Bear Market Rallies
The U.S. stock market continues its treacherous year, with the S&P 500 year to date declining over 20% and the Nasdaq Composite Index posting a 28% decline as of June 22. The sharp price declines in equities were driven by the Federal Reserve raising rates and reducing its balance sheet in an attempt to slow inflation. Additionally, the economy slowed, particularly in the housing sector. The negatives were exacerbated by the war in the Ukraine and the uncertainty regarding the upcoming midterm elections. Unfortunately, we continue to believe the final low of this bear market cycle hasn’t been reached.
However, even though the long-term bottom may not have been reached, equity markets rarely move in a straight line. On a short-term basis, U.S. equity markets are coming from an extremely oversold level. History suggests that it would be logical to expect a bear market rally soon. While there is risk involved, we think there is an opportunity for nimble investors trading a countertrend rally.
Below are the S&P 500 bear market statistics for the past 50+ years. As one can see, the current bear market is still below the average and median loss for similar bear markets. Perhaps more importantly, from a time perspective at 164 days, the current bear market is very short. If this bear market were an average length of time, it would be roughly only one-third over.
If we examine these past bear markets, an exclude the 1987 and 2020 markets which had a V-shaped recovery (2020), or no additional undercuts of first lows (1987), we find five extended S&P 500 bear markets since 1970. These five averaged about six failed Follow Through Days (FTDs). We define an FTD as an upward move of 1.7% or greater (historically used 1.2% or greater) in the market, four days or more after a new low on an increase in day-to-day volume. The table below shows the average stats of those failed FTDs. As one can see, the typical failed FTD has an 11.8% gain over 26 days from the FTD. So, roughly a month of positive performance.
However, there have been 16 bear market rallies after an FTD that lasted an average of 40 days. All returned over 10% and the best, 5 of 16, returned over 20%. Given the damage that has occurred in 2022, we think an above-average rally could be in the cards in this year.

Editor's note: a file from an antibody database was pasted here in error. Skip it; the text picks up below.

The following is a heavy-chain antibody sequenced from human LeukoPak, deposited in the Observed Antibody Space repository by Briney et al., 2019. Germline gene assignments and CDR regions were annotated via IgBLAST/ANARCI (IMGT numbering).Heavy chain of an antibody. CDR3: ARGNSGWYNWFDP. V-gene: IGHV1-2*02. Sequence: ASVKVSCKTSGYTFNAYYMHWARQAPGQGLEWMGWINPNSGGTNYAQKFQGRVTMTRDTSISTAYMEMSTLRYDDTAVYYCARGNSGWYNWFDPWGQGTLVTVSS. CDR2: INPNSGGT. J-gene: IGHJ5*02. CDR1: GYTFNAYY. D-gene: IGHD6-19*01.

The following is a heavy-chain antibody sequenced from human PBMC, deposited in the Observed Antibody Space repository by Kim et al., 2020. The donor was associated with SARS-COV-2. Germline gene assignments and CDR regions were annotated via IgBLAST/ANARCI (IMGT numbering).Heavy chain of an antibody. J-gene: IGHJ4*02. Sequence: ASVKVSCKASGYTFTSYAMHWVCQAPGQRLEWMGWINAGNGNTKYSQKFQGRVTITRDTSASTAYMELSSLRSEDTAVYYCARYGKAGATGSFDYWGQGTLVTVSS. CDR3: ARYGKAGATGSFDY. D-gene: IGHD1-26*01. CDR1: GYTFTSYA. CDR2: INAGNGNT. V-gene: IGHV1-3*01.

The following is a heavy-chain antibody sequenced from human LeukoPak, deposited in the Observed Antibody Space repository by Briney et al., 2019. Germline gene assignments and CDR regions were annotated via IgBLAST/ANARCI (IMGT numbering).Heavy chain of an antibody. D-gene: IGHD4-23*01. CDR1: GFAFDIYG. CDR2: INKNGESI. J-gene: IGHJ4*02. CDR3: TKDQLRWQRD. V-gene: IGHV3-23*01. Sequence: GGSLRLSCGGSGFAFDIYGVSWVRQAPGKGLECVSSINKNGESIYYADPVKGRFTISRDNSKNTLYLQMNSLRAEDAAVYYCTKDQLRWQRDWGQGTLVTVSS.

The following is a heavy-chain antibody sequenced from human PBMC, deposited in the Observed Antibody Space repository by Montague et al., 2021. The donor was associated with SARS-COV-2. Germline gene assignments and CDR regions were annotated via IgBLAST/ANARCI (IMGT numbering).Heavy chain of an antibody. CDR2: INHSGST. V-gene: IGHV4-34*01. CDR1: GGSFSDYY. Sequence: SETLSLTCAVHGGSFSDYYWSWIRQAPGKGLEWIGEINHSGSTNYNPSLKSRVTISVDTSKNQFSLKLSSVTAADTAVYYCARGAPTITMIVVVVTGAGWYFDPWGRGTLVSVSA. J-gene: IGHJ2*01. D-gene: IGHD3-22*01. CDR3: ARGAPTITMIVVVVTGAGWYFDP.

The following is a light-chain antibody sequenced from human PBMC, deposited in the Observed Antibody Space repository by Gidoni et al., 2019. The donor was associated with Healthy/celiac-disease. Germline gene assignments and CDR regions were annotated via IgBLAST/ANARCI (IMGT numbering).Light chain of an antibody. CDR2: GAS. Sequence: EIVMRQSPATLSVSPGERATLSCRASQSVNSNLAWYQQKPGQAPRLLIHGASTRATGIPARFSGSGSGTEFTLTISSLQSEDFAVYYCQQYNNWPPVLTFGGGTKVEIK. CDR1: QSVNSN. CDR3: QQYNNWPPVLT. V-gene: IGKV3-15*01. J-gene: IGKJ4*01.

An example of a solid bear market rally from the long 1973-1974 bear market was a 13% gain over 51 days. This began when the market was down around 20% from highs and after three prior failed FTDs.
One of the strongest bear rallies ever came in the middle of the 2000-2002 bear market. After the S&P had fallen 38% from highs and experienced five failed FTDs, it rallied 25% over 108 days and to a test of the declining 40-WMA. It then went sideways for several months before eventually making another huge leg lower.
In the current bear market, the S&P 500 has experienced four failed FTDs so far in its path to reaching 25% off highs (see * below). The bear market rallies have been weaker on average in comparison to the history of bear rallies (see above). This increases our confidence that we may be due for a sharper rally should the FTD occur.
Presently, we are awaiting another potential FTD. This could occur as early as Friday, June 24, 2022. If it does occur, we would like to see some immediate price appreciation following it to give us conviction in a tradeable rally. Also, in such a scenario, we would advise adding capital to the market gradually with the understanding that at a sign of clustered distribution one should exit the trade.
Should an FTD happen, here are some areas we believe would be best positioned to continue to lead. The spaces could be used as starting points to create shopping lists for a bear rally. It is always possible that the next up move in the market will be more than a bear rally. While we are doubtful this will be the case, we always want to follow our technical signals and respect the action of the market.
We would also remain open minded about looking elsewhere in the world, as several global areas appear more intriguing than the U.S. market currently. These include Hong Kong/China (which seems to be bottoming earlier after an already protracted bear market), the U.K./Canada/Norway (energy, utility, and financials heavy), and Southeast Asia (long-term laggard markets, commodity/financial heavy exposure).
Meanwhile, we would use a potential bounce in oversold areas like the ones below, to sell into the strength, either if owned or if buying for a short-term move higher. The resistance/overhead supply in these areas is too great to be resolved in any immediate sense.
In conclusion, we remain cautious. We have no indication that the market has ultimately bottomed. Importantly, the U.S. market continues to lack breakouts, normally a sign of real market strength, with only an average of 28 over the past eight weeks versus a long-term average of over 110 per week. Also, very few stocks are presently positioned in traditional technical set ups, so the breakout figure is unlikely to spike in the near-term. However, we want to be alert to the opportunity to make money and a sharp bear market rally may offer that.
Kenley Scott, Research Analyst, Director, Global Equity Research, William O’Neil + Co., made significant contributions to the data compilation, analysis, and writing for this article.
No part of the authors’ compensation was, is, or will be directly or indirectly related to the specific recommendations or views expressed herein. O’Neil Global Advisors, its affiliates, and/or their respective positions, and may at any time make purchases or sales as a principal or agent of the securities referred to herein.